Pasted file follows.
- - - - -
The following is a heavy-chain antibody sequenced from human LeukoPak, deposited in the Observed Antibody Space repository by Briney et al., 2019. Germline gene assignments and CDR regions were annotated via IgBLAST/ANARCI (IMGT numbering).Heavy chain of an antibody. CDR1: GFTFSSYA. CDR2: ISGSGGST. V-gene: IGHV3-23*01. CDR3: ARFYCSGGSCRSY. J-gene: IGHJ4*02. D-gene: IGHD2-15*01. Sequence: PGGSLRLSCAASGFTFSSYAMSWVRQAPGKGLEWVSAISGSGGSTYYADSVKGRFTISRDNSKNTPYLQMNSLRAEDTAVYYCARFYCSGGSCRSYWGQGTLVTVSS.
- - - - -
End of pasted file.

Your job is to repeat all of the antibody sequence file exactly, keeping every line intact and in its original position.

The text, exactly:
The following is a heavy-chain antibody sequenced from human LeukoPak, deposited in the Observed Antibody Space repository by Briney et al., 2019. Germline gene assignments and CDR regions were annotated via IgBLAST/ANARCI (IMGT numbering).Heavy chain of an antibody. CDR1: GFTFSSYA. CDR2: ISGSGGST. V-gene: IGHV3-23*01. CDR3: ARFYCSGGSCRSY. J-gene: IGHJ4*02. D-gene: IGHD2-15*01. Sequence: PGGSLRLSCAASGFTFSSYAMSWVRQAPGKGLEWVSAISGSGGSTYYADSVKGRFTISRDNSKNTPYLQMNSLRAEDTAVYYCARFYCSGGSCRSYWGQGTLVTVSS.